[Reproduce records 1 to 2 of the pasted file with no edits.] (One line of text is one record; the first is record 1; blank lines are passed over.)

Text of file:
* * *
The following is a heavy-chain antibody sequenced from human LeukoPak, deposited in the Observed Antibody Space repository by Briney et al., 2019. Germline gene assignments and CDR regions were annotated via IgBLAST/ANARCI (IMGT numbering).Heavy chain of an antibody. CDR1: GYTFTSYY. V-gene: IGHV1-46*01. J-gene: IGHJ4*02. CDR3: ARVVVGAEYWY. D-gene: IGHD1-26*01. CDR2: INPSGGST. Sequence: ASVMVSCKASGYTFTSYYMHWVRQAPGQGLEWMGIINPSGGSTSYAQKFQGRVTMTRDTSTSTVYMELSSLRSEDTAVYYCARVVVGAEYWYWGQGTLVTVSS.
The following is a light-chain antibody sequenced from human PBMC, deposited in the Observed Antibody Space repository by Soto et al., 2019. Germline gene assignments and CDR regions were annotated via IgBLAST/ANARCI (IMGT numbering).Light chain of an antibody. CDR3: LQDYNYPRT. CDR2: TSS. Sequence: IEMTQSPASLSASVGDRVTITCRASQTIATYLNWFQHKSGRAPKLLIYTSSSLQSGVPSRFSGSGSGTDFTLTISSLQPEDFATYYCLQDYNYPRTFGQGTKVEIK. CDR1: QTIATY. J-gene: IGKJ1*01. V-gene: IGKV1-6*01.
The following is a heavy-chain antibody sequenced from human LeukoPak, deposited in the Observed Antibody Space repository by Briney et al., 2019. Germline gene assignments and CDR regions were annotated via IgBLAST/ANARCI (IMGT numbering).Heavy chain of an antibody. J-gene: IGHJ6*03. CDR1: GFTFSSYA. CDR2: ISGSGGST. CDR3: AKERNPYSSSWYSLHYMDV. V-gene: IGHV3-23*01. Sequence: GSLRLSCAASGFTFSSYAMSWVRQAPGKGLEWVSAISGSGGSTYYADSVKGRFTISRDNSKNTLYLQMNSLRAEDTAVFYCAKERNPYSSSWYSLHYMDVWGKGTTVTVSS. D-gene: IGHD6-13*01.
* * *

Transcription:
The following is a heavy-chain antibody sequenced from human LeukoPak, deposited in the Observed Antibody Space repository by Briney et al., 2019. Germline gene assignments and CDR regions were annotated via IgBLAST/ANARCI (IMGT numbering).Heavy chain of an antibody. CDR1: GYTFTSYY. V-gene: IGHV1-46*01. J-gene: IGHJ4*02. CDR3: ARVVVGAEYWY. D-gene: IGHD1-26*01. CDR2: INPSGGST. Sequence: ASVMVSCKASGYTFTSYYMHWVRQAPGQGLEWMGIINPSGGSTSYAQKFQGRVTMTRDTSTSTVYMELSSLRSEDTAVYYCARVVVGAEYWYWGQGTLVTVSS.
The following is a light-chain antibody sequenced from human PBMC, deposited in the Observed Antibody Space repository by Soto et al., 2019. Germline gene assignments and CDR regions were annotated via IgBLAST/ANARCI (IMGT numbering).Light chain of an antibody. CDR3: LQDYNYPRT. CDR2: TSS. Sequence: IEMTQSPASLSASVGDRVTITCRASQTIATYLNWFQHKSGRAPKLLIYTSSSLQSGVPSRFSGSGSGTDFTLTISSLQPEDFATYYCLQDYNYPRTFGQGTKVEIK. CDR1: QTIATY. J-gene: IGKJ1*01. V-gene: IGKV1-6*01.